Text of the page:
Ha'azinu 5762

June 23, 2009

5 min read


Ha'azinu (Deuteronomy 32 )

GOOD MORNING!  There are many ways of viewing the passage of time. There is the historical timeline presenting events in a chronological order. There is the circular view of the seasons -- summer, fall, winter and spring. The Torah perspective is one of a spiral; visually, it would be like an expanded slinky. Time goes through spiritual seasons, yet we build on the past as we move forward.

Each part of the year has its own spiritual opportunity. It is a time when certain spiritual attainments are easier to acquire. Passover is a time to work on Freedom; Shavuot is the time for accepting the Torah upon ourselves; Rosh Hashana is the time of judgment; Yom Kippur the time of teshuva, spiritual return. And Sukkot (starting Monday evening, October 1) is a time of joy. We must use the opportunity of each time, or each holiday to change ourselves and to grow.


Sukkot means "booths." During the 40 years of wandering in the desert we lived in Sukkot. We are commanded (see Leviticus 23:33-44) on this holiday to make our Sukkah our main dwelling place -- to eat, sleep, learn Torah and spend our time there. If one would suffer from being in a Sukkah -- i.e., from rain and snow or heat and mosquitoes -- he is freed from the obligation to dwell there. Depending on climatic conditions, people try to at least eat in the Sukkah. We are also commanded to wave the arbah minim, the Four Species, which have many deep and mystical meanings -- that the Almighty controls the whole world, the winds, the forces and everything everywhere; that all Jews are bound together as one people, be they saints or sinners, knowledgeable or ignorant.

The mitzvah of dwelling in the Sukkah teaches us trust in God. We tend to think that our possessions, our money, our homes, our intelligence will protect us. Here we are exposed to the elements in a temporary hut. Living in a Sukkah puts life into perspective. Our history has borne this out. No matter how well-established, wealthy and "secure" we have become in a host country, in the end it too has been a temporary dwelling. I am always haunted by the vision of German Jews going to the concentration camps wearing their Iron Crosses (won for valorous war service to Germany in World War One) and insisting that they are Germans first. Our trust must be in God.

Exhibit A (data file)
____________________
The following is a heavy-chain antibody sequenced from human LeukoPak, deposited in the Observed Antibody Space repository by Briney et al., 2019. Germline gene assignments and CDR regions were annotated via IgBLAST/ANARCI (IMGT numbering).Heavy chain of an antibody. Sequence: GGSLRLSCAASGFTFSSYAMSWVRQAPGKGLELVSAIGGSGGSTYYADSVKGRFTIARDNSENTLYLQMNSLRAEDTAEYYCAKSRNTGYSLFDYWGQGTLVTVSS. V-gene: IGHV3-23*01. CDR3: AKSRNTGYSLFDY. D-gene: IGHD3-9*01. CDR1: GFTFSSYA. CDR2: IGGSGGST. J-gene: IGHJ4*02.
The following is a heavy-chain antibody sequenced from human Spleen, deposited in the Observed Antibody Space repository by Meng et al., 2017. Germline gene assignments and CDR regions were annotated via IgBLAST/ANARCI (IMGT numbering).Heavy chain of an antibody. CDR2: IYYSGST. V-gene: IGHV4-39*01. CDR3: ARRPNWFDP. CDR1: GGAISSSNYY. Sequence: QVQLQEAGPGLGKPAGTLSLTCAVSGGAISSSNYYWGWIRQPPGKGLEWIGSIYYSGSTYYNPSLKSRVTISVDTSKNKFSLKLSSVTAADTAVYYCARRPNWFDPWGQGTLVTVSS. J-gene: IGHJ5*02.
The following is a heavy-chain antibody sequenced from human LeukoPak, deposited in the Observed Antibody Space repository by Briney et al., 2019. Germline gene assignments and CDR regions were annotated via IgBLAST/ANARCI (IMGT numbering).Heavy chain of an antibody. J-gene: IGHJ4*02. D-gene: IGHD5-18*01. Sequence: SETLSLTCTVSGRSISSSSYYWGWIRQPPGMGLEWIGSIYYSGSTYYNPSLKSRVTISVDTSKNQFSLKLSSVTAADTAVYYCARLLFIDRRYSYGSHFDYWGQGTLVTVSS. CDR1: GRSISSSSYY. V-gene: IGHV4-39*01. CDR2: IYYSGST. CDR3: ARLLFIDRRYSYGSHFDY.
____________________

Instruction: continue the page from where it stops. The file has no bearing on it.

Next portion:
Sukkot is called zman simchateinu, the time of our joy. Joy is distinct from happiness. Happiness is taking pleasure in what you have. Joy is the pleasure of anticipating a future good. If we trust in God and know that everything that the Almighty does for us is for our good, then we will know great joy in our lives!

Sukkot is one of the Shelosh Regalim, Three Festivals (the other two are Pesach and Shavuot), where the Torah commands everyone living in Israel to leave their homes to come to Jerusalem to celebrate at the Temple. For the last 2,000 years since the destruction of the Temple, we've been unable to fulfill this mitzvah.


One of the special commandments for Sukkot is to take the arbah minim, the Four Species (Etrog, Lulav, Hadassim, and Aravot), and to wave them in the four directions of the compass as well as up and down. The meaning of the waving is that God is everywhere. Why are these four species designated for the mitzvah?